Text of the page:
Why is New Zealand doing this?
According to recent data from the Ministry of Health, about 9 percent of New Zealanders have used the illicit drug in the past year, with cannabis being the most popular. Synthetic cannabis is a common problem, With over 40 drug-related deaths reported in 2018. (The country voted against legalizing marijuana in a referendum last year.) Drugs are the third most common reason youngsters drop out of school.
While New Zealand has long struggled with methamphetamine abuse, party drugs are common. In 2019, the New Zealand Police seized more than two million Ecstasy tablets and their counterparts, up 560 per cent from 2018.
It is specifically these party drugs that have occurred as a result of injury or death, sometimes as a result of people misleading or taking contaminated drugs. This year, KnowYourStuff received Approximately 1,000 messages from Festivals that report unusual reactions to the drug are sold as MDMA, including days of paranoia, seizures, severe nausea and insomnia. The drugs are believed to have been contaminated with synthetic cathinone.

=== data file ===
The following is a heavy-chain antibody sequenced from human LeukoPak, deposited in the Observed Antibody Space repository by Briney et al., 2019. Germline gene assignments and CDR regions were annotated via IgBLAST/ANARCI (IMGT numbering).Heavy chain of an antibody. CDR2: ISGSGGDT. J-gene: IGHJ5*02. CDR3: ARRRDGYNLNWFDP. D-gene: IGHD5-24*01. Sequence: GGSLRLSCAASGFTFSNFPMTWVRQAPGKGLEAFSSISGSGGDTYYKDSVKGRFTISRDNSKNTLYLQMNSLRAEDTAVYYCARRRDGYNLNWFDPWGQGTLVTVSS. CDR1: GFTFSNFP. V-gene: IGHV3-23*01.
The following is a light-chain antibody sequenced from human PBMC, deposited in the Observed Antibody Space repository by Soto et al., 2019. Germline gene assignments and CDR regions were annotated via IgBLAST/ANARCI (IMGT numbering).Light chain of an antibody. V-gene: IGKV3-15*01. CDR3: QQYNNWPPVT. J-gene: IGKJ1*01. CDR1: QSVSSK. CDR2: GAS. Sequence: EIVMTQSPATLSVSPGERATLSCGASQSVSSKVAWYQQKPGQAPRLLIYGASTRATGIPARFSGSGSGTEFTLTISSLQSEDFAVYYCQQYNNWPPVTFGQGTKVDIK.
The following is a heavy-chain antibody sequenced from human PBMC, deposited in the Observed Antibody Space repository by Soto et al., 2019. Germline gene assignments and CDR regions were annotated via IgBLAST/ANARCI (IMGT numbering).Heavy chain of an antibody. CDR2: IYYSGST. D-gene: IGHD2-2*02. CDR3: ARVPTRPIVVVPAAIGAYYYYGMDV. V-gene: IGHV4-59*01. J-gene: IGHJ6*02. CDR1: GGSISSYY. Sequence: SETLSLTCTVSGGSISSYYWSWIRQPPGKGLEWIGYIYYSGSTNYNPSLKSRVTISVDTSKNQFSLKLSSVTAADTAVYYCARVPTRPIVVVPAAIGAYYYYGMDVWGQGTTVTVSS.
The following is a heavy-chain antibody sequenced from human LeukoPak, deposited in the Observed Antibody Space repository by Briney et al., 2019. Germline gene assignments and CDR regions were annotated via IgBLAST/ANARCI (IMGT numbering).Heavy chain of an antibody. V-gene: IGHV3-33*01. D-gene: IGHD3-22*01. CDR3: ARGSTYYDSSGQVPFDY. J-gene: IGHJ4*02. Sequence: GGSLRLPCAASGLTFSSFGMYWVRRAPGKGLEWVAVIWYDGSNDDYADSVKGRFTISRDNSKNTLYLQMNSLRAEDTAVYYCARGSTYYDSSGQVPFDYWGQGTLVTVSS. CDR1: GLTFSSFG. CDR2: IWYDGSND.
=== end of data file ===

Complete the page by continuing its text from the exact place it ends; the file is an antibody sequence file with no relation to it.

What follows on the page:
Speaking in Parliament last year, Andrew Little, Minister of Health, emphasized that the current New Zealand government viewed drug policy as a matter of health rather than a criminal one.
The prosecution-led approach has not worked, he said: “It is not changing. If we want to change behavior, we have to adopt a different approach.”
But does it work?
The data is spotty, but promising.
A survey by the University of Victoria found that 68 per cent of festivals using survey services changed their behavior, with some reducing the amount while others disposed of their drugs altogether.
A similar study conducted at a ceremony in Canberra, Australia in 2019, found that “all those who had a very dangerous substance discovered the drug in the amnesty bin.”